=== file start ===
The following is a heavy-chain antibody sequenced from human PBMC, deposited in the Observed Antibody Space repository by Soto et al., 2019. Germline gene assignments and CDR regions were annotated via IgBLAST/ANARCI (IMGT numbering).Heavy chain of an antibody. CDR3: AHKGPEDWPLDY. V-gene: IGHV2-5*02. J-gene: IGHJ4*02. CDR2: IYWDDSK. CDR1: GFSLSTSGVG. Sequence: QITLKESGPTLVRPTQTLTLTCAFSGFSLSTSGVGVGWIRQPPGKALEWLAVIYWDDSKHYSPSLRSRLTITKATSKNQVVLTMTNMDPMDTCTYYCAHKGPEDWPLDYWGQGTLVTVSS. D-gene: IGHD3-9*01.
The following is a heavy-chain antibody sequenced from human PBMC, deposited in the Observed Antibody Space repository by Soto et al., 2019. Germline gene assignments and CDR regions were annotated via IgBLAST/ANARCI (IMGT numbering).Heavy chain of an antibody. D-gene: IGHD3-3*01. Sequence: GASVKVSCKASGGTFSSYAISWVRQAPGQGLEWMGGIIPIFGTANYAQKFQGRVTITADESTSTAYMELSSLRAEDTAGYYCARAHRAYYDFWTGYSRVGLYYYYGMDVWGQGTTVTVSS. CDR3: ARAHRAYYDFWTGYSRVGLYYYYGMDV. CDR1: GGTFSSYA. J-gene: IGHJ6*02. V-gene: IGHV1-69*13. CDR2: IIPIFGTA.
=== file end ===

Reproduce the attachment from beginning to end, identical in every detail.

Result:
The following is a heavy-chain antibody sequenced from human PBMC, deposited in the Observed Antibody Space repository by Soto et al., 2019. Germline gene assignments and CDR regions were annotated via IgBLAST/ANARCI (IMGT numbering).Heavy chain of an antibody. CDR3: AHKGPEDWPLDY. V-gene: IGHV2-5*02. J-gene: IGHJ4*02. CDR2: IYWDDSK. CDR1: GFSLSTSGVG. Sequence: QITLKESGPTLVRPTQTLTLTCAFSGFSLSTSGVGVGWIRQPPGKALEWLAVIYWDDSKHYSPSLRSRLTITKATSKNQVVLTMTNMDPMDTCTYYCAHKGPEDWPLDYWGQGTLVTVSS. D-gene: IGHD3-9*01.
The following is a heavy-chain antibody sequenced from human PBMC, deposited in the Observed Antibody Space repository by Soto et al., 2019. Germline gene assignments and CDR regions were annotated via IgBLAST/ANARCI (IMGT numbering).Heavy chain of an antibody. D-gene: IGHD3-3*01. Sequence: GASVKVSCKASGGTFSSYAISWVRQAPGQGLEWMGGIIPIFGTANYAQKFQGRVTITADESTSTAYMELSSLRAEDTAGYYCARAHRAYYDFWTGYSRVGLYYYYGMDVWGQGTTVTVSS. CDR3: ARAHRAYYDFWTGYSRVGLYYYYGMDV. CDR1: GGTFSSYA. J-gene: IGHJ6*02. V-gene: IGHV1-69*13. CDR2: IIPIFGTA.